Tucked away in North Yorkshire in the UK is a tiny village with the remains of an impressive Roman Fort. Far from the well-trodden tourist trail, the Aldborough Roman site is a modest and unassuming hidden gem, well worth a trip from York. Once the capital for Britain’s largest tribe - the Romanized Brigantes – Aldborough now showcases that past. It houses a small museum with archaeological finds from 1,800 years of history. Its beautiful grounds contain the remains of the original town walls. In addition, two incredible 2nd-century Roman mosaic pavements can be viewed in their original positions. The beautifully preserved Star Mosaic features an 8-pointed star surrounded by interlaced geometrical patterns. It’s housed inside a small building towards the end of the fort. The second mosaic, the Lion Mosaic, was discovered in the garden of a local pub and while it has suffered some damage to the central area, it’s still stunning. The best way to visit Aldborough- known to the Romans as Isurium Brigantum - is to drive to the pretty nearby town of Boroughbridge and then walk the mile from the public car park. The only parking at Aldborough is for disabled drivers. The Aldborough Roman site is managed by English Heritage. The admission charge is £5.60 for adults.
Villa of the Birds Mosaic in Alexandria, Egypt (Roman)
Contributed by Joanna from www.theworldinmypocket.co.uk
Alexandria is one of the most surprising cities in Egypt as the metropolis combines the remains of ancient Egypt's history with the vibrancy of its Mediterranean port. A particularly impressive site to see in Alexandria is the Kom el-Dikka Archaeological Park, home of the only still-intact Roman amphitheater in Egypt.
Within the Kom el-Dikka complex, you will also find the Villa of the Birds, which is the ruins of an ancient Roman mansion that still has some intact mosaics on the walls and floors. It is believed that the mosaics have been laid down in the 1st century AD and they are in very good condition. The colorful Birds Mosaic represents different species of birds, as well as geometric motifs.The bird mosaic could have been one of the bedrooms of the villa. It is adjacent to the dining room, the biggest space in the villa. One of the floors has a mosaic with a panther centerpiece. The villa was discovered in 1998, beneath the wall of a Byzantine building. The Villa of the Birds is a fantastic example of ancient Roman design and style. It is one of the few remaining structures from Alexandria’s Roman era.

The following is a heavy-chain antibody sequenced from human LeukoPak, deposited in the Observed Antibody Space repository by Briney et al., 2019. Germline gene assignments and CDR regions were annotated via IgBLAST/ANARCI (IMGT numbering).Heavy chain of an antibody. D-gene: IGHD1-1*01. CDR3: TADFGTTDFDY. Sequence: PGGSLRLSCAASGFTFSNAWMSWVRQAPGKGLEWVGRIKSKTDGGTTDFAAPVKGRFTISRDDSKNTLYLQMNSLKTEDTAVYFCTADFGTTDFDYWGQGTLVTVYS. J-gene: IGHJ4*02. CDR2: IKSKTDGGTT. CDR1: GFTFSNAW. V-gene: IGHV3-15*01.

Bikini Girls Mosaic in Villa Romana del Casale in Sicily, Italy (Roman)
Contributed by Ildiko at www.indulgewithildi.com
The 3rd century Villa Romana del Casale in Piazza Armerina, a rural town in the center of Sicily, is a site to behold. Proposed to be the potential “retirement villa” of Emperor Valerianus Maximianus, the villa is lush with numerous exquisite and very well-preserved mosaics. Gorgeous, elaborate, and colorful mosaics throughout the villa feature complex hunting scenes, animals being loaded onto boats, transported and disembarked to Rome, destined for the Roman amphitheater, chariot-racing scenes, many mythological scenes, geometric and floral motifs, intimate scenes, and even a fun mosaic showcasing ‘Bikini Girls”.
Intended as a room for the servants of the residence’s matriarch or Domina (Eutropia), the rectangular ‘Bikini Girls’ cubicle interestingly had two overlapping mosaic floors, for even in ancient times women seemingly loved redecorating! The original mosaic, as can be seen in the top left-hand segment of the flooring, was a simple geometric motif dated to the 3rd c. AD. Once the owner tired of that pattern and wanted a change in the decor, craftsmen from the Constantinian period (320 AD) laid a new and fun mosaic atop the geometric one, featuring ten bikini girls!
The girls actually represent serious athletes engaged in a pentathlon which was comprised of five sports: spoked wheel, hand weight jump, discus throw, free running, and handball competitions. Note that in the second register, the girl in the center has already been awarded a victory palm and crown of flowers, while the girl holding the spoked wheel is about to be rewarded a victory palm and crown of flowers by the young women wearing the gold cloak.